Dubai: Oil exporters including GCC countries are expected to see slower growth prospects, according to the Economic Insight: Middle East Q2 2019 report, produced in partnership by ICAEW and Oxford Economics.
According to the report, oil producers in the Middle East will also see limited growth in the oil sector, the traditional engine of economic growth and a primary source of government revenues, given the anticipated extension of the output cuts by Opec+ to balance the international oil markets. Oil prices are forecast to average around $67 (Dh246) per barrel (p/b) in 2019, down by some 5.6 per cent from the average of $71p/b last year.
In 2019, the non-oil sector will continue to be supported by various pro-growth government initiatives, expansionary budgets and fiscal stimulus plans, especially in Saudi Arabia and the UAE, the two largest GCC economies.
$67average oil prices per barrel forecast for this year
“Continued uncertainty in the global oil market means increasing non-oil revenues is vital for regional economies. Governments in the region have been proactive, but they must continue to support their economies with pro-growth initiatives,” said Michael Armstrong, ICAEW Regional Director for the Middle East, Africa and South Asia (MEASA).
The non-oil sector in the GCC is expected to accelerate from an estimated 2.3 per cent last year to 2.6 per cent in 2019. Several proxy indicators of economic activity paint a positive picture, with the credit to the private sector trending up in most GCC countries, while the quarterly average of the Purchasing Managers’ Index (PMI), a gauge of the health of the private sector, continued to show some improvements in Q1 2019 in both Saudi Arabia and the UAE compared to Q4 2018.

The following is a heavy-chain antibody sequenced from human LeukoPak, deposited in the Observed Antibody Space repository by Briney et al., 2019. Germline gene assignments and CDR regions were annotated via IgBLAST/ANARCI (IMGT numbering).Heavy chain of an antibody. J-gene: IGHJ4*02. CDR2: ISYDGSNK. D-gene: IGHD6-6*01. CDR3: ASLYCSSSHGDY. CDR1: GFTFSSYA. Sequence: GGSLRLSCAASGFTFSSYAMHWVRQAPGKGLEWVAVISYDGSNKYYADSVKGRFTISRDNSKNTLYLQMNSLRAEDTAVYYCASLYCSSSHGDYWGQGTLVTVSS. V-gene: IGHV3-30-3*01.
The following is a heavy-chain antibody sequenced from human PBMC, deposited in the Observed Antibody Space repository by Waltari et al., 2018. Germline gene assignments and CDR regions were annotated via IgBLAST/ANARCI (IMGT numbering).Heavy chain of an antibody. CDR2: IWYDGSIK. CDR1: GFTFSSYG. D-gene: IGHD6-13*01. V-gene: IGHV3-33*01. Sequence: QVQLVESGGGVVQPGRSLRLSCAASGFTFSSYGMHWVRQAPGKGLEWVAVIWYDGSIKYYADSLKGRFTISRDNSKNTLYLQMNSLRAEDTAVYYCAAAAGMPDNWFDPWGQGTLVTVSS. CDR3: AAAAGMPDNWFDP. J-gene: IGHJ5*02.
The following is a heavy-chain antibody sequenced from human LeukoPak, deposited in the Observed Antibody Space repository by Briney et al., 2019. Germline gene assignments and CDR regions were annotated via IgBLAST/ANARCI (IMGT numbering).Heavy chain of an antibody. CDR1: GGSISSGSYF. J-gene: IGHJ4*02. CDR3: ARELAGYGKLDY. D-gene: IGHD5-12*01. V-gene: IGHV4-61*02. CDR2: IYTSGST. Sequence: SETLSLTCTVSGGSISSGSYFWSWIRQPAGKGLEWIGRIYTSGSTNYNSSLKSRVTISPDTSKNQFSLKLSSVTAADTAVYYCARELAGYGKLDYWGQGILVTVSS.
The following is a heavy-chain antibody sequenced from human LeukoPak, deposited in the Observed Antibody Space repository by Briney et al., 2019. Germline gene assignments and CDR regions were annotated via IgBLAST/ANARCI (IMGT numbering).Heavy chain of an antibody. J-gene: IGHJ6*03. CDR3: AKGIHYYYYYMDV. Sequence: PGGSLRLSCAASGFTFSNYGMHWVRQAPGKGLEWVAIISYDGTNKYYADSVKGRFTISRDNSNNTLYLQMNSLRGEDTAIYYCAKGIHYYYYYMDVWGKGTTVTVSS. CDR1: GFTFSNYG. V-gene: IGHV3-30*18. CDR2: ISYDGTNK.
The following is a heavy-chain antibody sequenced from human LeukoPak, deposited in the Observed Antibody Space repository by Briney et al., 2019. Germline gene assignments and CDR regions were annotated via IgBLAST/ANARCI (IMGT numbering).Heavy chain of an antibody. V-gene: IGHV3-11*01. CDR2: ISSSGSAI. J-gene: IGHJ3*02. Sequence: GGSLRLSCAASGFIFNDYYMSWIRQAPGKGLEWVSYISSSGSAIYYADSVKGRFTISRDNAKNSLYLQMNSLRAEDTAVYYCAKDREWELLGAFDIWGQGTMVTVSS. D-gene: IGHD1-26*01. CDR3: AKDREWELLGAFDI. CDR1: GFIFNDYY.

5.6%drop in average prices this year when compared with 2018
“The outlook for Middle Eastern economies remains challenging for the rest of 2019 as global developments continue to be of crucial importance to the region. Growth prospects for the Middle Eastern economy have deteriorated as geopolitical risks, involving Iran especially, have risen in the last year,” said Armstrong.
Bahrain and Oman
Among the six GCC economies, according to the ICAEW and Oxford Economics study, Oman and Bahrain are particularly vulnerable.
The economic outlook for Oman looks challenging in 2019, with oil production curbs and oil price volatility weighing on incomes and sentiment. Oman’s economy is still in the early stages of recovery and is expected to experience modestly weaker growth of 2.8 per cent this year, down from an estimated 3.3 per cent in 2018 but up from the 0.9 per cent drop in 2017.
Both domestic demand and the external sector face persistent headwinds, the latter reinforced by the fractious US-China trade relations. Renewed pressure on oil prices complicates fiscal adjustment, as the overall thrust of policy remains expansionary. Additionally, the ramp-up in gas output over the past 18 months has partly compensated for lower oil production, cushioning oil sector performance.
“The slump in oil prices has put significant pressure on Oman in the last year — oil revenue still amounts to 60 per cent of the nation’s total budget revenue. There is a dire need for an improvement in the non-oil sector and delaying the introduction of VAT has had significant effect on the fiscal deficit,” said Mohamed Bardastani, ICAEW Economic Advisor and Senior Economist for Middle East at Oxford Economics
According to ICAEW, non-oil activity in Oman remains tepid, though it should improve, anchored by economic diversification efforts and infrastructure spending under the country’s Vision 2020 plan.
Outlook for Bahrain’s economy remains clouded by persistent weakness in government finances reflected in fiscal deficits and rising public debt levels, large external financing needs, a general slowdown in non-oil activity and limited prospects for oil sector growth. The economy expanded by its slowest pace in more than two decades last year at only 1.8 per cent. The outlook for this year is similarly challenging as the economy is expected to decelerate further to 1.6 per cent, weighed down by fiscal consolidation measures, lower oil prices and only a modest rise in oil production. But continued project spending, supported by the GCC $10 billion financial package, is expected to balance out the overall impact.